(Adds that companies seeking priority regulatory review,
By Ransdell Pierson and Natalie Huet
NEW YORK/PARIS, July 30 A new drug being
developed by Sanofi SA and Regeneron Pharmaceuticals
Inc significantly cut cholesterol in nine late-stage
clinical trials, the companies said on Wednesday, and provided
the first glimpse of its potential to prevent heart attacks and
The injectable drug, alirocumab, is from a new class of
medicines called PCSK9 inhibitors, which are also being
developed by Amgen Inc and Pfizer Inc. If
approved, they could lower "bad" LDL cholesterol in a new way
and reap multibillion-dollar sales.
An interim safety analysis of one of the Phase III studies
showed patients on alirocumab were less prone, versus those on
placebo, to a combination of cardiovascular events, including
cardiac death, heart attack, stroke, and chest pain requiring
That ongoing 2,341-patient study, called Odyssey Long Term,
is expected to conclude early next year. Data were examined when
all patients had been in the trial for a year, and about 25
percent had reached 18 months of treatment.
No other drugmaker has released data suggesting reduced
cardiovascular risk from PCSK9 inhibitors.
But Regeneron Chief Executive Leonard Schleifer, in an
interview, played down the favorable cardiovascular data. He
said the trial was not designed to show reduced cardiovascular
risk, but to assess safety and effectiveness in lowering LDL.
"One should not draw any conclusions from this," Schleifer
said, adding that the definitive word on alirocumab's potential
to cut heart risk will come from an ongoing 18,000-patient study
called Odyssey Outcomes.
Schleifer said, however, the favorable cardiovascular data
offers encouragement that Sanofi and Regeneron are testing "the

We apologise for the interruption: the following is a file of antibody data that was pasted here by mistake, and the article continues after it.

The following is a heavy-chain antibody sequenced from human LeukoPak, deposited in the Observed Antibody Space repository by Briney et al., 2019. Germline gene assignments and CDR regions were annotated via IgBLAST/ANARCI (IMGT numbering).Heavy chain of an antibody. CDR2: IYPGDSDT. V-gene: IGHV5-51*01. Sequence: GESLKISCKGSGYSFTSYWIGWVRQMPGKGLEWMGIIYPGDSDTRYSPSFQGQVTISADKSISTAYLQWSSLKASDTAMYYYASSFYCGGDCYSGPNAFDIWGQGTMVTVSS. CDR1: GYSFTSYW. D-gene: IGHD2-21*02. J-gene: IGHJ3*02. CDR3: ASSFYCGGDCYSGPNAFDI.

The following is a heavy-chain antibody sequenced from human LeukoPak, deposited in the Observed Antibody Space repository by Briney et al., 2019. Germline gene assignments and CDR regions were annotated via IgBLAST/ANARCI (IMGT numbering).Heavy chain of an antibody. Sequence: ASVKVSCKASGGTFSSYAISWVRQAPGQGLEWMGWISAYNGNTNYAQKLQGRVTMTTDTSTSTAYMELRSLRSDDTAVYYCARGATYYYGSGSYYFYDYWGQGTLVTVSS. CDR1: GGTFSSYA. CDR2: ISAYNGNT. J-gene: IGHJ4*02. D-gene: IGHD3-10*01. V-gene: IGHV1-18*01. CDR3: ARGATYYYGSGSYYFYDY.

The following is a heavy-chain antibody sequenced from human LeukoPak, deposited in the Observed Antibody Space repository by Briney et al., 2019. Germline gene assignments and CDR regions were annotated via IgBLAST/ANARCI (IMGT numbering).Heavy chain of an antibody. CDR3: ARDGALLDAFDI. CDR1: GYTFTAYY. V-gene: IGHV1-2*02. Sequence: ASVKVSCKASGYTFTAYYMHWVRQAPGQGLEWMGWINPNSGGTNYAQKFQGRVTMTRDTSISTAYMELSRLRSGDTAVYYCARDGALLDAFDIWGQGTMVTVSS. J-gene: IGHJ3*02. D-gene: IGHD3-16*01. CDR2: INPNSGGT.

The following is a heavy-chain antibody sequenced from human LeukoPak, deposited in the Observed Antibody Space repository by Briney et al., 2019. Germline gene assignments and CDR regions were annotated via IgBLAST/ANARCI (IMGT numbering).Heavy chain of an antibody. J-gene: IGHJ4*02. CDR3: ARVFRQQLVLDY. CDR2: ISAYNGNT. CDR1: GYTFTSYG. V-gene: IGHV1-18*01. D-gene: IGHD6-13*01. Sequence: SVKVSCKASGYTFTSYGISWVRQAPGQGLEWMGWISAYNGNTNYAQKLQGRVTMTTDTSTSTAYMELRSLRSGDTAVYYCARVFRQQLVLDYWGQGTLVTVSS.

PCSK9 inhibitors cut cholesterol by blocking a protein that
prevents the body from eliminating LDL from the bloodstream.
In earlier mid-stage studies, alirocumab and Amgen's own
anti-PCSK9 drug, when combined with statins, cut LDL by almost
70 percent beyond reductions seen with statins alone.
Data from the nine large Odyssey trials showed that after 24
weeks, LDL reductions with alirocumab were consistent with
results seen in previous trials.
The trials involve patients whose high LDL cholesterol
levels are not sufficiently controlled by statins and other
existing treatments, and patients who cannot tolerate statins or
who have a high cardiovascular risk.
In eight of the studies, all patients received alirocumab
in addition to standard treatments such as statins and Merck &
Sanofi and Regeneron plan to seek approvals for alirocumab
by year-end. The companies said they would seek a priority
review from U.S. regulators that would allow for an approval
decision in six months rather than the usual 10 months.
The most common side effects of alirocumab in the trials
included stuffy nose and upper respiratory tract infections.
Regeneron is best known for its hot-selling Eylea treatment
for macular degeneration. Late on Tuesday, it said U.S.
regulators had approved Eylea to treat diabetic macular edema.
Regeneron shares closed up 5.8 percent at $322.18 on Nasdaq,
while Sanofi shares were little changed.
(Additional reporting by Bill Berkrot; Editing by Peter